Studio: international art — 67.1916

Page: 217
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1 cm
A Girtin Collection



ruined abbey, and shadowed hills, to the luminous
sky beyond. This drawing well exemplifies Girtin’s
qualities of simplicity and largeness of design.
The rough liney texture of the cartridge paper
helps to give atmospheric quality to the drawing,
and the whole is a perfectly poetical rendering of
a vivid impression.

The Old Wooden Bridge (also reproduced in
colour) is one of the finest examples of those
“golden drawings” which are said to have pleased
Turner so much. The actual scene is unknown,
but it is possibly some Yorkshire village. Signed
and dated 1802, the last year of his life, it well
shows to what a height his power and genius had
carried him. This is a water-colour of which it
can be said that, like so many of Turner’s draw-
ings, it is a puzzle to know how it was done.
Seemingly it is made up of only two colours, a
warm brown and indigo. But what a magnificent
result ! A golden vision, indeed ! Turner quite
early in his career began to experiment with the
medium of water-colour, and found out that certain
effects were quite beyond the reach of straight-

forward manipulation, but with perseverance and
ingenuity he soon devised effects by the employ-
ment of which he gained results which have never
been surpassed. Girtin, on the other hand, re-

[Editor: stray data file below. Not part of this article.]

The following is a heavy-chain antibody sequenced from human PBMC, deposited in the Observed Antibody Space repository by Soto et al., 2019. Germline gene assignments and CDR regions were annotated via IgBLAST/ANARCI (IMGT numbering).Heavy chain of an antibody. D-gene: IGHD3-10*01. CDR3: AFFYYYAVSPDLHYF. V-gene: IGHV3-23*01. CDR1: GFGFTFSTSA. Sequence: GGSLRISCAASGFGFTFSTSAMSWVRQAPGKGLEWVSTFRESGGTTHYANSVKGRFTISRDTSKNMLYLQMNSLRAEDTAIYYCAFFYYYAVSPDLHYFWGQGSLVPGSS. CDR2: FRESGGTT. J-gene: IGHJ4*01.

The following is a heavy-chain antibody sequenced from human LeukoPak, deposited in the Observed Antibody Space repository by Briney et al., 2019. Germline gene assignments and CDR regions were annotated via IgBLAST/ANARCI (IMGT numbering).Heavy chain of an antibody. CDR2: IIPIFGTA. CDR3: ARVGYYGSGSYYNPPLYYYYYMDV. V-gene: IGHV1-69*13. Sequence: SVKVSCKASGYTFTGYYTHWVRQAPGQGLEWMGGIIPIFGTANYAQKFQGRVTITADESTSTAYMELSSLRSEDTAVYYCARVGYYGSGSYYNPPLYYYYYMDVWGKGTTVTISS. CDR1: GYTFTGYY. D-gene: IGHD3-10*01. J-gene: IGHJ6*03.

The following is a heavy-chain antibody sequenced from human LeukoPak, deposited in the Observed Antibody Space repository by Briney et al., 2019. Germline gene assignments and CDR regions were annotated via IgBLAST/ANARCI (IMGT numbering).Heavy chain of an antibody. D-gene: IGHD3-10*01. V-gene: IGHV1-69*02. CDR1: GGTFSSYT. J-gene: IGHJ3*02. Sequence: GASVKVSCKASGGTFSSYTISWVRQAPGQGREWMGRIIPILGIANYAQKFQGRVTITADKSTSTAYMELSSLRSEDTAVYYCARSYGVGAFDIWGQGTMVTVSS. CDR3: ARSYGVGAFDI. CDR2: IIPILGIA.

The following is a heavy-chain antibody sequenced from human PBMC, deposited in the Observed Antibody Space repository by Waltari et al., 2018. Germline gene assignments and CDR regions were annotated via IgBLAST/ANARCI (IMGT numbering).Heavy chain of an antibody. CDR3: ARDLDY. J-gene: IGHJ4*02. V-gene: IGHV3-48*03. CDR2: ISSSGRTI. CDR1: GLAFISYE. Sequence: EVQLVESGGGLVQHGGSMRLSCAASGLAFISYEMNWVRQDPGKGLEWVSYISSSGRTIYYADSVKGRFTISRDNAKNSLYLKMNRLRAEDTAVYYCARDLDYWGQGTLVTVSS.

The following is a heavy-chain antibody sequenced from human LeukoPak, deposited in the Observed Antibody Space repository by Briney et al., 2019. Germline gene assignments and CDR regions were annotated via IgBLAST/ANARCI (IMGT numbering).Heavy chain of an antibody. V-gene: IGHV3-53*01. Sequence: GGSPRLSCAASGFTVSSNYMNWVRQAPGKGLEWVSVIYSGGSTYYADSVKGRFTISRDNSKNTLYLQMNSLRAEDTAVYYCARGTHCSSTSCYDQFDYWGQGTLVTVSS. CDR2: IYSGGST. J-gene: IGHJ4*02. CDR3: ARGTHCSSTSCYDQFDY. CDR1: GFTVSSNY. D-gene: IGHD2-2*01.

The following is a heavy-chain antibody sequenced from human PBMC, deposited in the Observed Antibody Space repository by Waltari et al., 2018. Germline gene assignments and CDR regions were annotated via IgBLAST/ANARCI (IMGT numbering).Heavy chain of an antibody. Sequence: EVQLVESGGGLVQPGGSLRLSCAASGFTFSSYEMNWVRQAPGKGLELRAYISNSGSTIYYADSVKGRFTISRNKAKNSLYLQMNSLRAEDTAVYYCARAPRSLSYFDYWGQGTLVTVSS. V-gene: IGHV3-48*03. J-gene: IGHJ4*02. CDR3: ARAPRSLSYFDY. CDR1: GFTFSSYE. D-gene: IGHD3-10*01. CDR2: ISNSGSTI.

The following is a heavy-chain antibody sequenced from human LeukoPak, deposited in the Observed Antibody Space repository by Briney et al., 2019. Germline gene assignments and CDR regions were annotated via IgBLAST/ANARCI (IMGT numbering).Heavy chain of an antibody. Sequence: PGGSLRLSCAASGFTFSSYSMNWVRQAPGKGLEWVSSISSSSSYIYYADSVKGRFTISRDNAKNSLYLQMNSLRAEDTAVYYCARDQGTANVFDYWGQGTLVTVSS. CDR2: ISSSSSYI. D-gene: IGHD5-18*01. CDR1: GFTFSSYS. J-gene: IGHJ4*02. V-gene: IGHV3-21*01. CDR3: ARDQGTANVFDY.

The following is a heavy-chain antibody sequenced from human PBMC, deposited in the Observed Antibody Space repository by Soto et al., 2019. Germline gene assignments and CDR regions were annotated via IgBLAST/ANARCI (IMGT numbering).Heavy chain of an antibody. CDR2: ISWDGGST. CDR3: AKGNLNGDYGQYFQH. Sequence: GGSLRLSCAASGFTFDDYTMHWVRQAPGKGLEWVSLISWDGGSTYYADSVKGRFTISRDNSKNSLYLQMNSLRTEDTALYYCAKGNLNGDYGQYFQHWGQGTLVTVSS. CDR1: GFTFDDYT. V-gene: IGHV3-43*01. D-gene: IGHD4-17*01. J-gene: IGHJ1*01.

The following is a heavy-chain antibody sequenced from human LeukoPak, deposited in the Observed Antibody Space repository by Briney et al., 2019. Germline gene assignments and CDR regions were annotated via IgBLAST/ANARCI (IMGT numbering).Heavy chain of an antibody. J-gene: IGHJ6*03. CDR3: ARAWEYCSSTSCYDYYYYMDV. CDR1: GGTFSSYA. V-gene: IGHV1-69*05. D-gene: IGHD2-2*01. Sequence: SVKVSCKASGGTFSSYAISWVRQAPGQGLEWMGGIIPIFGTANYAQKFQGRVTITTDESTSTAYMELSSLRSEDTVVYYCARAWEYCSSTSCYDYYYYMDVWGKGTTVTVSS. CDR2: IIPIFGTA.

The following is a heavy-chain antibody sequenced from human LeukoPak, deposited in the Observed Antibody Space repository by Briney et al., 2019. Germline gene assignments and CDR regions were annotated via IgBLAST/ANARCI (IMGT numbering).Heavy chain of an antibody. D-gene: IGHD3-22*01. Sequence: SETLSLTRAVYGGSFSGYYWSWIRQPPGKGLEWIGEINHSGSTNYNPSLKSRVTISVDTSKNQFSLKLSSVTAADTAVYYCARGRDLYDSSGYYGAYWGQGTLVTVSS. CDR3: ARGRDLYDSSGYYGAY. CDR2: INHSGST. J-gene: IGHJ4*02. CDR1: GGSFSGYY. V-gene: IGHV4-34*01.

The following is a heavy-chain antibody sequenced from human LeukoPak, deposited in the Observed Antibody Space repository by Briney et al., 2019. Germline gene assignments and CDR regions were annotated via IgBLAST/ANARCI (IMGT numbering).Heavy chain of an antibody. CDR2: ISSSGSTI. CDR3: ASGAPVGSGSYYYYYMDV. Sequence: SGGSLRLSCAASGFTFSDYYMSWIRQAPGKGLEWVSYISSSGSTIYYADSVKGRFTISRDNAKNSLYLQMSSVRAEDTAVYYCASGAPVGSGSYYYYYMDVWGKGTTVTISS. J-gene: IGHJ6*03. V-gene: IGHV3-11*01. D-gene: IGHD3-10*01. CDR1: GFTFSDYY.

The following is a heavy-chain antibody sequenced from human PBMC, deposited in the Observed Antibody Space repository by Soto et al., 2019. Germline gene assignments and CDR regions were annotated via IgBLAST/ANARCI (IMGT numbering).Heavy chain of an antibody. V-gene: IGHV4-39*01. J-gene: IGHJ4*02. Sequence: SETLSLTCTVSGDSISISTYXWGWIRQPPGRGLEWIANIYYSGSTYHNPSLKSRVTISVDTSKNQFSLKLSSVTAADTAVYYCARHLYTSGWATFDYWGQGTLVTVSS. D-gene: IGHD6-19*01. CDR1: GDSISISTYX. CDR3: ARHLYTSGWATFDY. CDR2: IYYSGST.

tained all his life the old traditions and method of
water-colour drawing, namely that of laying, freshly
and at once upon the paper one dean broad wash,
and never retouching it. Ruskin in his lectures
on “The Art of England” especially praises Girtin
for his skill in this respect. Turner, on the other
hand, prepared textures by various mechanical
means such as sponging and taking out colour by
friction. Girtin used the old tradition more finely
and consistently than any artist before him.
Moreover, in such a glorious work as The Old
Wooden Bridge he succeeds in suggesting local
colour, which even Rembrandt and Claude never
attempted to introduce into their drawings, owing
to the loss of luminosity and unity which they
incurred if they introduced colour at all. They
therefore avoided those difficulties by working
only in monochrome. Girtin’s best work in com-
parison with their drawings can quite hold its

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